Diane Wilson, author and executive director of Dream of Wild Health, spoke to Healing Minnesota Stories in April to a standing-room only crowd. A summary of her talk is now available online. Here is one excerpt:
The most important thing that I learned at Dream of Wild Health is that food is at the center of our culture. Our songs and ceremonies have been associated with how we plant, how we grow, and how we share our food. For us to maintain a strong cultural identity, we have to pay attention to our food and our relationship to the land. As we deal with historical trauma, one of the most profound ways we can do that healing work is through our relationship with the land.
U.S. Gets Possessive About Native Autonomy
Steve Newcom, co-founder and co-director of the Indigenous Law Institute, is adept at breaking down the subtle ways the federal government uses language to undermine Native sovereignty. His latest analysis is found in the article: “Maintaining U.S. Status Quo in Name of ‘Enhanced Participation’ at UN,” published in Indian Country Today.
In the article, Newcom talks about a recent statement by the U.S. government to the United Nations Permanent Forum on Indigenous Issues. The government said it supports enhanced participation at the United Nations “for representatives of its federal recognized tribes, which have a nation to nation relationship with the United States.” (Newcom’s emphasis on the word “its”.) Newcom notes:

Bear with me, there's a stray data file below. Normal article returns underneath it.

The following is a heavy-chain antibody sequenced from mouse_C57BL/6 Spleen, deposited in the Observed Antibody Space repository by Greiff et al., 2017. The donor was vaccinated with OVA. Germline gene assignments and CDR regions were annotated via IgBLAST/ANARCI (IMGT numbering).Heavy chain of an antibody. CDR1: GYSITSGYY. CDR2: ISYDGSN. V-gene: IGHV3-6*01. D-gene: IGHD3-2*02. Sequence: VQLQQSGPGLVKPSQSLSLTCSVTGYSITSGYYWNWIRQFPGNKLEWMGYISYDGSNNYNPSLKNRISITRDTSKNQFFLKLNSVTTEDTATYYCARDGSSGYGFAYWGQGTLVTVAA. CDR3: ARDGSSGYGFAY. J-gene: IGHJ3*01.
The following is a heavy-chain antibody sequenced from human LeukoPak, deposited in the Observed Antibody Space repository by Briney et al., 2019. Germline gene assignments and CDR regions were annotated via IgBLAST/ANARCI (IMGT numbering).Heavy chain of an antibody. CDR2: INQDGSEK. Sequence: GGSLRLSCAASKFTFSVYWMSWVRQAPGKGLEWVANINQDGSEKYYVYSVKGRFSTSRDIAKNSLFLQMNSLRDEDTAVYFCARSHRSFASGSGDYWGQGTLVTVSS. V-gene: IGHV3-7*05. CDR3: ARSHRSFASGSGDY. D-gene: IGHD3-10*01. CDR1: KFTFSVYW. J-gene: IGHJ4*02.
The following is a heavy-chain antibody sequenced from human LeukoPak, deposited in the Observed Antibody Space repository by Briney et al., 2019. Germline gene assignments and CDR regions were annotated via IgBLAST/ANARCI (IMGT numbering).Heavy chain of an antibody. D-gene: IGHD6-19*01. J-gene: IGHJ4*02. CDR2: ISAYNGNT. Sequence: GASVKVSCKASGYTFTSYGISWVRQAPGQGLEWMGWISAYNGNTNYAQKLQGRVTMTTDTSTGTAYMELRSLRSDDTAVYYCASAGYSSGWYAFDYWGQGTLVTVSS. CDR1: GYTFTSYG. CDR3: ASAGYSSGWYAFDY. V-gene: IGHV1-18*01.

“Its” tribes? Really? In English grammar, the word “its” is a possessive. Thus, on the world stage the United States has officially characterized “federally recognized tribes,” as “belonging to” the United States as U.S. “possessions.” Such terminology is clear evidence of the domination system.
In other words, if the U.S. government believes these are “its” tribes, then there really is no nation-to-nation relationship.
For the full article, click on the link above. (Steve Newcom has been a featured speaker at a Healing Minnesota Stories forum on the Doctrine of Discovery.)
Tar Sands Protest
The Indigenous Environmental Network is organizing to participate in the June 6 Tar Sands Resistance March in downtown St. Paul, “the largest anti-tar sands event ever in the region,” according to its Facebook page. “Let’s march together as Indigenous communities to fight for Mother Earth and our future.” The agenda is:
- 10am- Water Ceremony, Lambert Landing, corner of Shepard Road and North Sibley Street
- Noon- March from Lambert Landing to the State Capitol Lawn
- 2pm-Rally & Performances at Capitol
New Federal Legislation Proposed to Boost Native Language Revitalization
According to Native News Online Net, U.S. Senators Jon Tester (D-Montana), Martin Heinrich (D-New Mexico), Heidi Heitkamp (D-North Dakota), Brian Schatz (D-Hawaii), and Tom Udall (D-New Mexico) have introduced a bill to preserve endangered native languages. The article said:
The Native Language Immersion Student Achievement Act creates a new grant initiative to establish or expand native language immersion programs. The grants will support the revitalization and maintenance of tribal languages while increasing educational opportunities for American Indian and Alaska Native students.
Click on the link above for more.
Locally, Native leaders have worked to create and sustain funding for Dakota and Ojibwe language revitalization in Minnesota. HF303/SF202 provide critical ongoing funding. The bill passed on the House Floor Monday, May 18,but did not get a vote in the Senate before adjournment. Efforts are underway to get the bill on the Special Session agenda.